[SLJ "Christ, Catholics and Abortion" in Catholic Essays]

Thursday, March 18, 2010

The Inescapable God and the Perennial Philosophy

As part of our liturgy to celebrate the feast of St. Patrick, we listened to the beautiful psalm number 139, titled 'The Inescapable God' in my RSV-SCE bible. This psalm is one of my favourites and one of the most philosophical. Today, I wish to share some extracts with you and Fr. Jaki's commentary in his Praying the Psalms.
~Jakian Thomist
Psalm 139
O LORD, you have searched me and known me!
You know when I sit down and when I rise up;
you discern my thoughts from afar.
You search out my path and my lying down,
and are acquainted with all my ways,
Even before a word is on my tongue,
behold, O LORD, you know it altogether.
For you formed my inward parts,
you knitted me together in my mother's womb.
I praise you, for you are awesome and wonderful.
Wonderful are your works!
Your eyes beheld my unformed substance;
in your book were written, every one of them,
the days that were formed for me,
when as yet there was none of them.
How precious to me are your thoughts, O God!
How vast is the sum of them!
If I could count them, they are more than the sand.
Ps 139, 1-4, 13-18. RSV-SCE
Those who sensed keenly, and almost all saints are an instance of this, the futility of escaping God's pursuit of the soul, must have found in this psalm a mirror for their experience. A memorable expression of this is Francis Thomson's poem, "The Hound of Heaven."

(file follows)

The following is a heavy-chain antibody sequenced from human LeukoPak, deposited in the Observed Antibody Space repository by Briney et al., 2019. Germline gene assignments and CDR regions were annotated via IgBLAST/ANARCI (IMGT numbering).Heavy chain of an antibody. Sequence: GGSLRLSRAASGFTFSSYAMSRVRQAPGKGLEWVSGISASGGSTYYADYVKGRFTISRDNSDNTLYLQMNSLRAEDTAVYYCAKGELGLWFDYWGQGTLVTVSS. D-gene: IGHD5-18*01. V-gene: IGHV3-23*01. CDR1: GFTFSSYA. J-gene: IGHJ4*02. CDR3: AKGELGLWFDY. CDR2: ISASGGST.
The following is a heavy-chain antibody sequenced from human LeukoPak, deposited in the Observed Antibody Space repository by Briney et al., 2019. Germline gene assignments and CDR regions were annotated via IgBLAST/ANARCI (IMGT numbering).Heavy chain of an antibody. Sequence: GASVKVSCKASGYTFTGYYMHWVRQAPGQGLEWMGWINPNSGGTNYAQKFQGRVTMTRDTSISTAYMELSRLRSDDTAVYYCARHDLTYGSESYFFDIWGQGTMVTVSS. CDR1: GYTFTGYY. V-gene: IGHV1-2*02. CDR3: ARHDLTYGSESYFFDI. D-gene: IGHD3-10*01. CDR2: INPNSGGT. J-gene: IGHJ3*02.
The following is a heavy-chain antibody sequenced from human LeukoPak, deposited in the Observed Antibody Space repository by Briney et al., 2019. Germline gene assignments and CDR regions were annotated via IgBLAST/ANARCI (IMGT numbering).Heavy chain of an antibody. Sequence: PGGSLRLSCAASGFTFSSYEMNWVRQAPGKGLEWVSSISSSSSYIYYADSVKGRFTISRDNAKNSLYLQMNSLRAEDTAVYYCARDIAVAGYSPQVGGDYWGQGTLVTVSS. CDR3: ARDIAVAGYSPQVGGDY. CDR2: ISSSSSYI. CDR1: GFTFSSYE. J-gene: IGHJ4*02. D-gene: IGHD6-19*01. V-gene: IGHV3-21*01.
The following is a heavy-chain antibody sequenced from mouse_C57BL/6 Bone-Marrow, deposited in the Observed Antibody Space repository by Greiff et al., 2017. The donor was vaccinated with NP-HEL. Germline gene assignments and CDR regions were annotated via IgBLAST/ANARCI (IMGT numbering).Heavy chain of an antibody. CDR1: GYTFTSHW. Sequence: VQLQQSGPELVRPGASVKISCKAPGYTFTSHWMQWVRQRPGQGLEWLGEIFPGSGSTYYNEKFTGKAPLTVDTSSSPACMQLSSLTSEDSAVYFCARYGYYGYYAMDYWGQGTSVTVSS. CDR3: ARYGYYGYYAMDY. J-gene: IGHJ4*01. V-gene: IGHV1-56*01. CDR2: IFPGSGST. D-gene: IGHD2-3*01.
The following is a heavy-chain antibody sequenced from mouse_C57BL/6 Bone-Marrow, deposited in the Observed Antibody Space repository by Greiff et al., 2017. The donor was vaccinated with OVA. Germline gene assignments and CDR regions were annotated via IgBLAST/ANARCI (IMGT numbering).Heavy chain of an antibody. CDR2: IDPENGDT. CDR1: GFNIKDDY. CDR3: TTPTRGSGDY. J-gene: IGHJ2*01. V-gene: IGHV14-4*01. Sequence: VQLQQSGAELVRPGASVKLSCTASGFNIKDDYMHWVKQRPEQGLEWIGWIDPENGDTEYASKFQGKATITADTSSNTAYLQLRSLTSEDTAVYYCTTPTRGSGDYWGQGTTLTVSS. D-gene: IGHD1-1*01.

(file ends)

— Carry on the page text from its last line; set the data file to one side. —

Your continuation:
This psalm contains for modern man more valuable material for reflection than a psychological, introspective plumbing of one's motivations. The material, once properly grasped, exposes one to that mental sanity which is sound philosophy of which there is aplenty in this psalm. This is indeed the most philosophical of all psalms. Its main theme is God's omnipresence and omniscience. Most of the times the point is put across in distinctly poetic terms, such as the fastness of the wings of the dawn and the brightness of even the darkest night. But at other times the diction is worthy of the finest metaphysical poets. Only those would be taken aback by this who let themselves be blinded by the cliché that there is a radical difference between Greek metaphysical rationality and biblical existentialism. Once one admits that good philosophy begins with wonderment and keeps exuding it, it will be easy to see metaphysics blare forth from this psalm, which in fact contains utterances about infinity that no mathematician can improve upon.
And if one sees that the difference between wonderment and assent is not an opposition but a complement, one's conversion to metaphysics, as recommended by this very "biblical" psalm, may be complete. It is a metaphysics vibrant with vitality, including its spiritual kind. True enough, the Bible stands or assent, but never for a blind one. Faith, as Paul insisted (Rom 12:1), ought to be a logike latreia, a truly reasonable and well-reasoned service, a point that cannot be recalled often enough.
Those desirous of a truly perennial philosophy may find it articulated in a capsule form in this psalm. By praying this psalm devoutly we may go a long way toward obtaining the grace which is the true love of wisdom. The word "philosophy" means precisely this insofar as it aims at truth and not merely at opinions about it.